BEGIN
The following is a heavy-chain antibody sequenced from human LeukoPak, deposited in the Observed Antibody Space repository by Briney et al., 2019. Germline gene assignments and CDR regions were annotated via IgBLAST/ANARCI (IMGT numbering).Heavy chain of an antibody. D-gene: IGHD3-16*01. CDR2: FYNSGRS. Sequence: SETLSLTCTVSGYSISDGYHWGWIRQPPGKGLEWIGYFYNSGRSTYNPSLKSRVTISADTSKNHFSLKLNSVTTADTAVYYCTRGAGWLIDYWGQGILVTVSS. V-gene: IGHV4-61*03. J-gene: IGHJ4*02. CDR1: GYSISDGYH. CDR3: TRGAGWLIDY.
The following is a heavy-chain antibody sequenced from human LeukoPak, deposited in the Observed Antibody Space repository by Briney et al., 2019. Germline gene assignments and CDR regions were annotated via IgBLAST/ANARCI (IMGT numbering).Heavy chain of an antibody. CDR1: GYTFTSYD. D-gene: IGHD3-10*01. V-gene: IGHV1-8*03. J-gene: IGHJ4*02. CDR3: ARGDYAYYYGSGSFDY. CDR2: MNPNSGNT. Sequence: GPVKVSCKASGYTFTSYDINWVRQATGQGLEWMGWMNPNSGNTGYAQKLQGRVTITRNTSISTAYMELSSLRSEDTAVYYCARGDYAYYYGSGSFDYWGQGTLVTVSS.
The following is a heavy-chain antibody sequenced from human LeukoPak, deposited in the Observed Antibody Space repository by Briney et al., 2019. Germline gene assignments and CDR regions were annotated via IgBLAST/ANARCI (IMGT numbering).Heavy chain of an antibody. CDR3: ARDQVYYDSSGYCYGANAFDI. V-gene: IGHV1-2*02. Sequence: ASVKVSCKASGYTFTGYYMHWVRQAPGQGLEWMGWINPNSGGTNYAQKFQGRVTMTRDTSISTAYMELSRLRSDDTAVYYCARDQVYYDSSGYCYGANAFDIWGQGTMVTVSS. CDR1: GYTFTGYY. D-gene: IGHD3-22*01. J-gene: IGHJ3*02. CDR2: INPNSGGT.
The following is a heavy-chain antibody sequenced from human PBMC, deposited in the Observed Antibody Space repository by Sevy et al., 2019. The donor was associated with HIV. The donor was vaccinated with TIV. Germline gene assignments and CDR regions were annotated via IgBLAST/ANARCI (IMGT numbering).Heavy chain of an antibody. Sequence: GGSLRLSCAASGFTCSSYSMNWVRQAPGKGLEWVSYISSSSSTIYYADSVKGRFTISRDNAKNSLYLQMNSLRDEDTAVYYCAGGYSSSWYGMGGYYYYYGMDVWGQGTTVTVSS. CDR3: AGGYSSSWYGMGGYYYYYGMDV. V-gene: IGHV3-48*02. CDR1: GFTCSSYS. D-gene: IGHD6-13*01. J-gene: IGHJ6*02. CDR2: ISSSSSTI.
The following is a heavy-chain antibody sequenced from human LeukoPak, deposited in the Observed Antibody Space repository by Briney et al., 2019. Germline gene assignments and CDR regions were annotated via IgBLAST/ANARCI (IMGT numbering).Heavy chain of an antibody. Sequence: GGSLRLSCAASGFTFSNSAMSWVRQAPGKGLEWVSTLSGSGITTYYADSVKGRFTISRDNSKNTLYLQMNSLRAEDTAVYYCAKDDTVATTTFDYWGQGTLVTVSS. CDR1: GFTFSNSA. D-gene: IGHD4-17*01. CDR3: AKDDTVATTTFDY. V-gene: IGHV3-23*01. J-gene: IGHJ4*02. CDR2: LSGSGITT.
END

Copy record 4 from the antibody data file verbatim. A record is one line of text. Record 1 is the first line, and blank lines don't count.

The following is a heavy-chain antibody sequenced from human PBMC, deposited in the Observed Antibody Space repository by Sevy et al., 2019. The donor was associated with HIV. The donor was vaccinated with TIV. Germline gene assignments and CDR regions were annotated via IgBLAST/ANARCI (IMGT numbering).Heavy chain of an antibody. Sequence: GGSLRLSCAASGFTCSSYSMNWVRQAPGKGLEWVSYISSSSSTIYYADSVKGRFTISRDNAKNSLYLQMNSLRDEDTAVYYCAGGYSSSWYGMGGYYYYYGMDVWGQGTTVTVSS. CDR3: AGGYSSSWYGMGGYYYYYGMDV. V-gene: IGHV3-48*02. CDR1: GFTCSSYS. D-gene: IGHD6-13*01. J-gene: IGHJ6*02. CDR2: ISSSSSTI.